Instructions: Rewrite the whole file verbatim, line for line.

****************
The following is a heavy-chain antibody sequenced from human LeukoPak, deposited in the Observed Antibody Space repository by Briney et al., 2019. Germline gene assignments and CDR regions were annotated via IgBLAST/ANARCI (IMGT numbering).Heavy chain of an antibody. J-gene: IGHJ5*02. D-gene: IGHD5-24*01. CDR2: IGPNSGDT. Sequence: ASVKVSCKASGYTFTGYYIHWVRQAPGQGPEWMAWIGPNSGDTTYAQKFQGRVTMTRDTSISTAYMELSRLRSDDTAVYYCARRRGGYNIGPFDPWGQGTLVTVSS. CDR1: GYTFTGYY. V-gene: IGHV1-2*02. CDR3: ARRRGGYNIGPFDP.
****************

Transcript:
The following is a heavy-chain antibody sequenced from human LeukoPak, deposited in the Observed Antibody Space repository by Briney et al., 2019. Germline gene assignments and CDR regions were annotated via IgBLAST/ANARCI (IMGT numbering).Heavy chain of an antibody. J-gene: IGHJ5*02. D-gene: IGHD5-24*01. CDR2: IGPNSGDT. Sequence: ASVKVSCKASGYTFTGYYIHWVRQAPGQGPEWMAWIGPNSGDTTYAQKFQGRVTMTRDTSISTAYMELSRLRSDDTAVYYCARRRGGYNIGPFDPWGQGTLVTVSS. CDR1: GYTFTGYY. V-gene: IGHV1-2*02. CDR3: ARRRGGYNIGPFDP.